If the conditions regarding valid consent have not been fulfilled, the resulting marriage is void. That means that the party wishing to challenge it can approach the court for a decree of nullity. Once such a decree is passed, the marriage would have no legal force whatsoever. For example, if after the solemnization of the marriage it is found that the groom could not have given his valid consent because of the unsoundness of his mind, the woman can get the marriage nullified through the court. Naturally, the court must be satisfied with the proof of mental disorder and unsoundness of mind claim. If voidable marriages are not challenged in court, they remain valid for all legal purposes.
Hindu Marriage Act and Women
What is the remedy if a woman has been married off before she turned 18?
A woman whose marriage was performed when she was under 15 years of age can reject the marriage, or “repudiate” it and get a divorce on that ground alone. She can only take the step after turning 15, but before turning 18. However, by doing so she loses the right to maintenance or alimony which a divorced woman can claim legally.
If a woman has been forced into a marriage, is such a marriage void or voidable? What if a fraud has been played on her?
Such marriages may very well be nullified. If the consent of the complaining party has been obtained by force or by fraud relating to the nature of the ceremony performed or to any significant circumstance or fact concerning the opposing party, the marriage can be voided. However, in such a case a petition for annulment must be presented within one year after the force has ceased to operate or the fraud has been discovered. Most important of all, the petitioner or complaining party should not have lived willingly with the other after the end of the force or after discovering the fraud. A marriage is also voidable if it can be proven that the wife was pregnant at the time of marriage by another man. In this situation the husband must file his petition within one year of the date of the marriage.
If a woman is being forced to marry against her will, what remedy does she have?
A woman can seek the help of the police to help her stop her marriage if she is being forced to marry against her will. However, given the level of mistrust that prevails in our society vis-à-vis the police, such an intervention can boomerang on the woman and may lead to more trouble. In such situations, social pressure applied judiciously might work better on her parents as opposed to legal interventions. A woman being forced to marry, especially against her will by her parents, may first try to approach influential people in her community or some individual in the family who has the necessary moral clout to influence her parents’ decision. However, in the case of extremities the help of the police may be sought.
Should marriages be registered? How is it done?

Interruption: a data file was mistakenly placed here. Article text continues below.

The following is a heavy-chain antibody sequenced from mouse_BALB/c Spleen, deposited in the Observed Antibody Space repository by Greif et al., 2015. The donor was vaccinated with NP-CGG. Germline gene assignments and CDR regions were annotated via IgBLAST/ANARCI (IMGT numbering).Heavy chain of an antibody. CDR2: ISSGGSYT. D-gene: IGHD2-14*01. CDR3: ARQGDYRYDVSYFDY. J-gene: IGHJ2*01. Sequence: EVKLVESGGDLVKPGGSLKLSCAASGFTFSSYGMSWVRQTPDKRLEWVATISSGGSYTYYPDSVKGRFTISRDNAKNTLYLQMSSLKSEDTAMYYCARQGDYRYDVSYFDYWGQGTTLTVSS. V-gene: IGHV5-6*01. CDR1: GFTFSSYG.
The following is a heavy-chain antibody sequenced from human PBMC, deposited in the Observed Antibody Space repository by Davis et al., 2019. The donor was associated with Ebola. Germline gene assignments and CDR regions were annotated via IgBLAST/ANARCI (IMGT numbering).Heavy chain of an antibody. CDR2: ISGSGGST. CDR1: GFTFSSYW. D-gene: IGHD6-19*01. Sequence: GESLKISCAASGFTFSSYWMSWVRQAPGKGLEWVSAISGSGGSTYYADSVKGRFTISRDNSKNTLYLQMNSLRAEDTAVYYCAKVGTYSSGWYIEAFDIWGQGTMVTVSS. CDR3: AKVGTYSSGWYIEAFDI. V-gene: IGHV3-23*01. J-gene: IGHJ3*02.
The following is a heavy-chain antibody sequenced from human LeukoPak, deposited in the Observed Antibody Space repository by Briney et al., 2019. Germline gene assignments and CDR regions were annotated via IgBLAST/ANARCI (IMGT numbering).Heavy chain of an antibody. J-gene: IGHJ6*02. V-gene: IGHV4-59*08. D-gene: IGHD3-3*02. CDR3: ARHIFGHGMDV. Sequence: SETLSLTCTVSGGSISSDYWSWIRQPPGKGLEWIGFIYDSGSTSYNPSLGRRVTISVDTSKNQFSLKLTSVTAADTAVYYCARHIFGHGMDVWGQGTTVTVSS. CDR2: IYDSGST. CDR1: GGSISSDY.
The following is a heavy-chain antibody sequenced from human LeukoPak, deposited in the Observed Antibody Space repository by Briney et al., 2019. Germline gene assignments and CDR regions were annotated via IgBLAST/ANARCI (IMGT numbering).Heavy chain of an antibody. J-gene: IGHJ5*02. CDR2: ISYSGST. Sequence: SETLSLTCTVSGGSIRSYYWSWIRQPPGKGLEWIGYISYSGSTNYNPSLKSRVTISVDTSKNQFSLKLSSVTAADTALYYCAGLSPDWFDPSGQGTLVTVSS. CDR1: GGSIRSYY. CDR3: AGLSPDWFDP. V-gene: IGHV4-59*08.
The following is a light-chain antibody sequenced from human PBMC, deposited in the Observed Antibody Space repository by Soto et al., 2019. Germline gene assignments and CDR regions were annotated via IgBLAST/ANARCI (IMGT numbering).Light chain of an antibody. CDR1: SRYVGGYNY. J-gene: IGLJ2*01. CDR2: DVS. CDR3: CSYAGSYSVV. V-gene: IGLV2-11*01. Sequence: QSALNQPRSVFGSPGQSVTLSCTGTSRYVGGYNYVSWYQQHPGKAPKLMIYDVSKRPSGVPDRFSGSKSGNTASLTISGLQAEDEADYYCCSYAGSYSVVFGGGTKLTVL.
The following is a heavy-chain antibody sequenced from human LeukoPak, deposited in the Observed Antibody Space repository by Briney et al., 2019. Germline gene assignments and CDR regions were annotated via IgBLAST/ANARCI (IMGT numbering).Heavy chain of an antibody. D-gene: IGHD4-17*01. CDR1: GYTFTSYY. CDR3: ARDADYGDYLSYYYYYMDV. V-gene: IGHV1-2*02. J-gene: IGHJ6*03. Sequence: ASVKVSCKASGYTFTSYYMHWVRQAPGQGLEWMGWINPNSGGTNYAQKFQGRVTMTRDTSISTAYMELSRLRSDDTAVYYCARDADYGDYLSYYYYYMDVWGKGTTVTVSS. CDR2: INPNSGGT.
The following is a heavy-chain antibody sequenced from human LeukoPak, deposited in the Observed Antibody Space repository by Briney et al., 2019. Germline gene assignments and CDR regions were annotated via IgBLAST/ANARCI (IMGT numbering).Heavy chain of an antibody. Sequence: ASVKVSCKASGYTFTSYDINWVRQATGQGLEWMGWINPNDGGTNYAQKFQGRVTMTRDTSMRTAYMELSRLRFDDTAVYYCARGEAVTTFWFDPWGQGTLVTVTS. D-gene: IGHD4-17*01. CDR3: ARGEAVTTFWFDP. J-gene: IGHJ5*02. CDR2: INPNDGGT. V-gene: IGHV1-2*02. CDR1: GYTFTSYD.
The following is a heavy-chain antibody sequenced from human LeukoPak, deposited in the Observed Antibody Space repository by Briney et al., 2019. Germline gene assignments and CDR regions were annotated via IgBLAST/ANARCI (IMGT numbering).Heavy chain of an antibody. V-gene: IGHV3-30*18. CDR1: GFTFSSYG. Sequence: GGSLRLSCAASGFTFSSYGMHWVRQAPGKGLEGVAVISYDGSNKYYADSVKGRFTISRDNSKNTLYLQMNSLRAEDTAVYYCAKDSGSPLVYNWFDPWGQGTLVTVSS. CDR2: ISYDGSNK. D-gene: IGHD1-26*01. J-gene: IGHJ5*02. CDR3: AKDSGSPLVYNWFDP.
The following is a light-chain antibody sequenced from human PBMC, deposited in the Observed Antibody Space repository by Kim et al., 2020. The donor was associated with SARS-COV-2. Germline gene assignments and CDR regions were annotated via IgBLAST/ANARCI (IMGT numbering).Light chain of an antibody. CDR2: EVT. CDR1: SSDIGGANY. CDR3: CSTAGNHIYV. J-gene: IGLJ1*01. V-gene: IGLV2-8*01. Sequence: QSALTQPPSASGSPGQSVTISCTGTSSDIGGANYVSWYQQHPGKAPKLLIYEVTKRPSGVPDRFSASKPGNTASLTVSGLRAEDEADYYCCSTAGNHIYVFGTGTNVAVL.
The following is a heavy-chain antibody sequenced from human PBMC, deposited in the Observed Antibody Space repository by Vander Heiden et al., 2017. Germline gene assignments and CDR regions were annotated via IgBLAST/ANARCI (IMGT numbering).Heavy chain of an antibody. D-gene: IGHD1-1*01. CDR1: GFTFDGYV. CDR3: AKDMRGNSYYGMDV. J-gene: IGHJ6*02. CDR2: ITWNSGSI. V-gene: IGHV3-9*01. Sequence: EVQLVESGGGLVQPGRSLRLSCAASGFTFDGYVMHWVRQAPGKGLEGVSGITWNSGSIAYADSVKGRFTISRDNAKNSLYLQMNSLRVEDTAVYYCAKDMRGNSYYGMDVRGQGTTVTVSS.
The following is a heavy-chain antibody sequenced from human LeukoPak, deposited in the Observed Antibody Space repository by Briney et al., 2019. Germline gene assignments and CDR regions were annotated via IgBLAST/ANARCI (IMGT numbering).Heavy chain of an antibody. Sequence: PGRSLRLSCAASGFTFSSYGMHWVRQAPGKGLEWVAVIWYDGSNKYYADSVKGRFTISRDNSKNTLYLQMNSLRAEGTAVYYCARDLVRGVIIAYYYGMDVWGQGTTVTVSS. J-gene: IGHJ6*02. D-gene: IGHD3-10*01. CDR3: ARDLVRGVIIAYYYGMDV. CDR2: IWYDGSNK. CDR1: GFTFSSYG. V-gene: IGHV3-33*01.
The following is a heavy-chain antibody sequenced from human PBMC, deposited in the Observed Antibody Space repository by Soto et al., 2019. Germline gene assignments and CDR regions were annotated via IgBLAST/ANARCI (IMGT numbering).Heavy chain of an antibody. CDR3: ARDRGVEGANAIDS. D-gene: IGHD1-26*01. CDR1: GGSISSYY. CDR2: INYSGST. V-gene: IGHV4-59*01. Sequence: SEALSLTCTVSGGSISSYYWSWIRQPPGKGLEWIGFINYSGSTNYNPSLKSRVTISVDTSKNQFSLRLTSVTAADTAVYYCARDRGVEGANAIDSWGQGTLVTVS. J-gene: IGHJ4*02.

Though the registration of marriages is not compulsory, the same is highly recommended as it is essentially a proof of the marriage for any legal purpose. This provides the women a safe documentation as a proof of marriage. A register also called the Hindu Marriage register is found in the Office of the Registrar of Marriages, which is usually located in the District or Divisional court compounds. The registrar is an equivalent of some type of a magistrate. A Hindu marriage can also be registered under the Special Marriage Act, 1954 if both parties so desire. If that is done, the marriage is treated as a civil marriage governed by that Act from the date of registration.
What options are open to a woman whose husband marries someone else while still married to her? Is that bigamy?
Yes, marrying again during the lifetime of one’s wife or husband is known as bigamy. It is a criminal offence, punishable with imprisonment and fine. A bigamous marriage is void, which can be completely nullified (see answer to question No.5). If a woman has prima facie evidence that she is lawfully married to a man who is about to or has remarried, she can register a criminal complaint against him and the police are expected to stop him from getting remarried. If a wife learns that her husband is going to marry again, she can get an injunction from the court forbidding the marriage before it occurs. After it has taken place, a wife can ask the court for a “declaration” that the second or bigamous marriage is null and void. Proving bigamy, however, is not as easy. The complainant wife has to prove that both the marriages, her own as well as the second bigamous one, have been performed properly according to the appropriate ceremonies. Most prosecutions for bigamy fail owing to the fact that the complainant does not have the proof of the bigamous marriage. The accused husband can usually successfully claim against all efforts to prove the contrary that essential parts of the ceremony were never carried out and escape punishment.
If a Hindu wishes to marry a person who is not a Hindu, under what law can they do so?
If the couple wishes to have a religious marriage governed by Hindu law, then the non-Hindu partner must convert to Hinduism. If the non-Hindu partner is a Christian then it is also possible for the couple to marry according to Christian rites under the Indian Christian Marriage Act, 1872. Christian Personal Law then governs the marriage. The third option, in some ways the simplest, is to have a civil marriage under the Special Marriage Act which facilitates marriages between any two people, including members of any two religious communities. It does not involve conversion and also permits people to avoid various complications that arise from marriages under various religion-based personal laws.
What rights does a Hindu child, who is born to persons whose marriage is declared void or voidable have under the Hindu Marriage Act?
Such a child is deemed to be or considered legitimate regardless of the status of the parent’s marriage, if the marriage was performed according to Hindu rites under the Hindu Marriage Act, 1955 or was a civil marriage under the Special Marriage Act, 1954. Such a child may inherit the property of his parents. However, he/she does not acquire the rights in relation to joint family or ancestral property.